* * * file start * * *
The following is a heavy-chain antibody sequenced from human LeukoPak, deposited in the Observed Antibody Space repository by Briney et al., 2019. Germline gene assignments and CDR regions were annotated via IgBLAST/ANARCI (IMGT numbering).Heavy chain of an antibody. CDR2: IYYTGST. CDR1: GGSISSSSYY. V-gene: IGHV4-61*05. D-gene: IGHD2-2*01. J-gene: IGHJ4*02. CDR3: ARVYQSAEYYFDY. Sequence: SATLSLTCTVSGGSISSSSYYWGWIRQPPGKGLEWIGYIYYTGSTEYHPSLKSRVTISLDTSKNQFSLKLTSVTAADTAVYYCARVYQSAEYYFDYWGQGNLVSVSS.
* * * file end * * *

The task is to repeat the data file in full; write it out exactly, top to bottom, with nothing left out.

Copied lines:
The following is a heavy-chain antibody sequenced from human LeukoPak, deposited in the Observed Antibody Space repository by Briney et al., 2019. Germline gene assignments and CDR regions were annotated via IgBLAST/ANARCI (IMGT numbering).Heavy chain of an antibody. CDR2: IYYTGST. CDR1: GGSISSSSYY. V-gene: IGHV4-61*05. D-gene: IGHD2-2*01. J-gene: IGHJ4*02. CDR3: ARVYQSAEYYFDY. Sequence: SATLSLTCTVSGGSISSSSYYWGWIRQPPGKGLEWIGYIYYTGSTEYHPSLKSRVTISLDTSKNQFSLKLTSVTAADTAVYYCARVYQSAEYYFDYWGQGNLVSVSS.